Catch up on ‘Rise’ and ‘Dawn’ ahead of Matt Reeves’ conclusion to the trilogy.
It’s been three years since Dawn of the Planet of the Apes hit theaters. The film boasted revolutionary digital effects, surprising emotional depth and against all odds, set the Apes films as the rare series to walk the line between prestige and blockbuster.
Director Matt Reeves and many of his ape cast returns for Friday’s War for the Planet of the Apes, a third installment that has earned similar praise from critics.
While the film wisely doesn’t get bogged down in the backstory of the past, there are a number of key things audiences need to know from the first two installments before stepping back into the world of Caesar (Andy Serkis).
Caesar’s early origins
In 2011’s Rise of the Planet of the Apes, the beginning of the demise of mankind starts off with the noblest of human intentions. Will Rodman (James Franco), a biotech scientist in San Francisco, is desperate to complete his work finding a cure for Alzheimer’s Disease, which his father (John Lithgow) suffers from. Eventually, he and his team develop a serum called ALZ-112. After Will injects a chimpanzee named Bright Eyes with ALZ-112, the results are very promising, and her brain develops well beyond the natural scope of a chimpanzee. Bright Eyes is later killed after she goes on a rampage around the laboratory, protecting her new born baby. After Bright Eyes’ rampage, the department head has all the laboratory’s chimps euthanized, but Will secretly smuggles Bright Eyes’ baby, whom he names Caesar, out of the lab and takes him home to save him from euthanasia.
As Caesar grows up, Will finds that he has inherited the benefits of ALZ-112, including hyper intelligence. As the film goes on, Caesar has trouble adjusting to staying in doors, as he has an innate sense of curiosity and becomes overly protective of the ones he loves. An encounter with a neighbor causes Caesar to become protective of Will’s father. Caesar, in a fit of rage, attacks the neighbor and is deemed too dangerous to continue to live with Will. Rather than being put down, Will pulls some strings and is able to have Caesar sent to live in a primate shelter. Caesar, along with the other primates at the shelter, is treated cruelly by the caretakers. Through the suffering he endures and see, Caesar decides that humans cannot be trusted, so he plots their escape.
The fall of humanity
As Caesar and his crew escape, the humans underestimate him every step of the way. Caesar finds the stockpile of the newly developed ALZ-113, which is made of a breathable gas, and gives it to all the apes who were with him at the primate shelter. All of the apes that first rose up in this society were badly mistreated by man, leaving them with a distrust, and in some case even malignance toward them.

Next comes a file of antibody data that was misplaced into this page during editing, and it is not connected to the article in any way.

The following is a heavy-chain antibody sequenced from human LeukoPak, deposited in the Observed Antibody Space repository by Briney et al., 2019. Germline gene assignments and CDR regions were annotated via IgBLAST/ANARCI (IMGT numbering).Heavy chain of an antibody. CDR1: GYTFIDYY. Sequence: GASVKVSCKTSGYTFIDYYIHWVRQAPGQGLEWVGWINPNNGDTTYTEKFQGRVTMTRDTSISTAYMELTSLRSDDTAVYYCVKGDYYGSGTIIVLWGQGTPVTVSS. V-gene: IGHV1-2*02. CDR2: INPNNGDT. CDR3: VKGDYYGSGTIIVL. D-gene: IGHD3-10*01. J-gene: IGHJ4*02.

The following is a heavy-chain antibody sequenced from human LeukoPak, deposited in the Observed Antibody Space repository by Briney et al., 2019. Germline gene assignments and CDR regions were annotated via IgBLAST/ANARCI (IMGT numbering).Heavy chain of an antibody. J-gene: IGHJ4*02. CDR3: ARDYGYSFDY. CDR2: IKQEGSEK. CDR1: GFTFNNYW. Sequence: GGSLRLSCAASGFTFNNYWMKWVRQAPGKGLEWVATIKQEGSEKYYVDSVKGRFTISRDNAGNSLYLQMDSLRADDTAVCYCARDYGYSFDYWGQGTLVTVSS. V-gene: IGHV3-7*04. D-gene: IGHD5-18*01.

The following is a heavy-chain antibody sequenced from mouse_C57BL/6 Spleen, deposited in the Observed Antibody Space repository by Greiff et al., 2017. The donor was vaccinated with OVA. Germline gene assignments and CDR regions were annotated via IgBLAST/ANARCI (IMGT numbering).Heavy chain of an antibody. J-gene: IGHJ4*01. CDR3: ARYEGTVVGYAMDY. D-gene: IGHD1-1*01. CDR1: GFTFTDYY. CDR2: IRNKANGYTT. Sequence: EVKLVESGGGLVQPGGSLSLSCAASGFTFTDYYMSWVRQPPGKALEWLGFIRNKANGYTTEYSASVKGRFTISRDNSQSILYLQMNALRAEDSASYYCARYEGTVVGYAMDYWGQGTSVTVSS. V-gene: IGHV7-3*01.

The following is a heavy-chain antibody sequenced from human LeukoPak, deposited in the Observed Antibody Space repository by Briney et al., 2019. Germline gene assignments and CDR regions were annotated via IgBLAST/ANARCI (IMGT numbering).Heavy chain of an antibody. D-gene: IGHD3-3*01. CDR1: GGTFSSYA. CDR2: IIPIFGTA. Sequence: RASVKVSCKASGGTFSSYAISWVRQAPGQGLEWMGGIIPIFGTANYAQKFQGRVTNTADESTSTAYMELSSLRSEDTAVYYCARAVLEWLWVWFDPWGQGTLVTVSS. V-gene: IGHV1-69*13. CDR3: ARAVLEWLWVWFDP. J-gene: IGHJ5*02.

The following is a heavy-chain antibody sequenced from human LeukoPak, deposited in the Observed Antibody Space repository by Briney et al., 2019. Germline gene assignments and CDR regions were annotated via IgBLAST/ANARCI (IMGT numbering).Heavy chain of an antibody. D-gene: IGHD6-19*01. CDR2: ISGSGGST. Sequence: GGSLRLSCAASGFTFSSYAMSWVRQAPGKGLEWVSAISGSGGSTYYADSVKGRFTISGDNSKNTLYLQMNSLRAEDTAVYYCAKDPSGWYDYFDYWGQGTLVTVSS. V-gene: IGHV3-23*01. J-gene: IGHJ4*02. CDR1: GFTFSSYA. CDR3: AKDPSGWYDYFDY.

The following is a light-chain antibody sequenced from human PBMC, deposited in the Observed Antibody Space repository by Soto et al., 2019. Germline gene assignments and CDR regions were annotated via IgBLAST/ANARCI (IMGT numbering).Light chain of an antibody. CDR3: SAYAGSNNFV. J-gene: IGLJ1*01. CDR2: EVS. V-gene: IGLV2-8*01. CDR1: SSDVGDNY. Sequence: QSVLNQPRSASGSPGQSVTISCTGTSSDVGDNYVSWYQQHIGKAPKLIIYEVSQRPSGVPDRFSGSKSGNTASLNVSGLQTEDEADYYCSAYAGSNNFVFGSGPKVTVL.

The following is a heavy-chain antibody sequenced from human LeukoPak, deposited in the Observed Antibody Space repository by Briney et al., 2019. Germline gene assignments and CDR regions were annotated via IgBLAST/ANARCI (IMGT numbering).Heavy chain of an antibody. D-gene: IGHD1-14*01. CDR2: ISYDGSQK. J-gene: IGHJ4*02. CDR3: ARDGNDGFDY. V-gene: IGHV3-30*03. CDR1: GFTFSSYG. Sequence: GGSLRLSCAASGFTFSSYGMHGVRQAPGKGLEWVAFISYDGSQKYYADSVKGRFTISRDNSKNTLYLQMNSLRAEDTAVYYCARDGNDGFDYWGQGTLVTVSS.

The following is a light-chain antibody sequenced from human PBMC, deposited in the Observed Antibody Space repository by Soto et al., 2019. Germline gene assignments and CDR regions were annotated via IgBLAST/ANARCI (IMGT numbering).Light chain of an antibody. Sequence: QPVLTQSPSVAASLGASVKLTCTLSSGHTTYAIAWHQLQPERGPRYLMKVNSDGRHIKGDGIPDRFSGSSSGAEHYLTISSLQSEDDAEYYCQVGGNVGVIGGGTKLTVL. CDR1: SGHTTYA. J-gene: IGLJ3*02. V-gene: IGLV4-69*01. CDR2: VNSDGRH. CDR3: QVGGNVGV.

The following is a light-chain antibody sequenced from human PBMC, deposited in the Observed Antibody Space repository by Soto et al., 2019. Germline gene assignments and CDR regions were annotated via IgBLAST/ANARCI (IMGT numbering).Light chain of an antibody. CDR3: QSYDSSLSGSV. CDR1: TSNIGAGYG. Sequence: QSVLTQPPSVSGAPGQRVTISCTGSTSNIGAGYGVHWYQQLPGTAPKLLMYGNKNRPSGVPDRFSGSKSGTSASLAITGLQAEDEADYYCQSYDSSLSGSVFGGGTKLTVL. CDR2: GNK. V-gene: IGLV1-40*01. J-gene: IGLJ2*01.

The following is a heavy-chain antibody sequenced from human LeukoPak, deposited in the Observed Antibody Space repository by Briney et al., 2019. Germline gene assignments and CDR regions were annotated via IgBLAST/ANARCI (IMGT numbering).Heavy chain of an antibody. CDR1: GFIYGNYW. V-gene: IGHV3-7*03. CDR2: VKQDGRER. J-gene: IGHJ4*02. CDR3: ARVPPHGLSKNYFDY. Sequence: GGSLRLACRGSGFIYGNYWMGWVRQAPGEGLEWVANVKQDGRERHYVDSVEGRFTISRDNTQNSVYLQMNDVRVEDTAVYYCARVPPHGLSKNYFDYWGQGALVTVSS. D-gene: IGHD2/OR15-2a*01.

Finally, ALZ-113, because it’s manufactured in gas form, ends up being much less containable than ALZ-112. A lab tech at Will’s company inadvertently is exposed to the drug, and becomes patient zero for a rapidly spreading lethal virus that apes are immune to. Not only did man create the drug that created superior intelligence in the apes, but the same drug ends up causing a fatal pandemic that ends up wiping out the majority of the human race. As we reach the Dawn of the Planet of the Apes, we see that humans engineered their own destruction.
Ape vs. Ape is just as compelling as Ape vs. Human
The remaining human survivors, who have a genetic immunity to the disease and are in splintered groups throughout the world, struggle to live with limited resources. After 10 years of relative peace, a small group of humans have a run-in with the newly formed civilization of apes in the overgrown forests outside San Francisco. Due to the many years of torture and testing humans did on him, one of the lab chimps named Kobo (Toby Kebbell) has a thirst for revenge on humanity. Caesar, who wanted to maintain peace, continued to strike down all calls for war against humans, so Koba takes matters into his own hands and strikes against the humans. Caesar comes to the realization that apes are capable of the same selfishness and treachery that humans are capable of, after Koba conspires with a small band of apes to bring war between the two species. While the battle was thwarted by Caesar and Koba is killed, enough damage was done between the two species for Caesar to see the war is inevitable. The final showdown between man and ape will happen in War for the Planet of the Apes, courtesy of Caesar and a hard line human military leader known as the Col. (Woody Harrelson).
Where we’re headed
There’s plenty of territory to cover between the end of War for the Planet of the Apes and the 1968 original film, which takes place thousands of years in the future. But her’s what seeds must begin to be laid by the end of War: By the year 3978 the apes have evolved the ability walk completely upright and speak with the vocal complexity of modern-day humans. Humans still exist, but have lost the ability to speak, or even the knowledge that they used to rule the planet. Humans are kept as slaves and in some cases, pets. Perhaps it was their over confidence, or over reliance on technology, but no matter the cause (or causes), humans will lose the war, and the earth becomes the Planet of the Apes.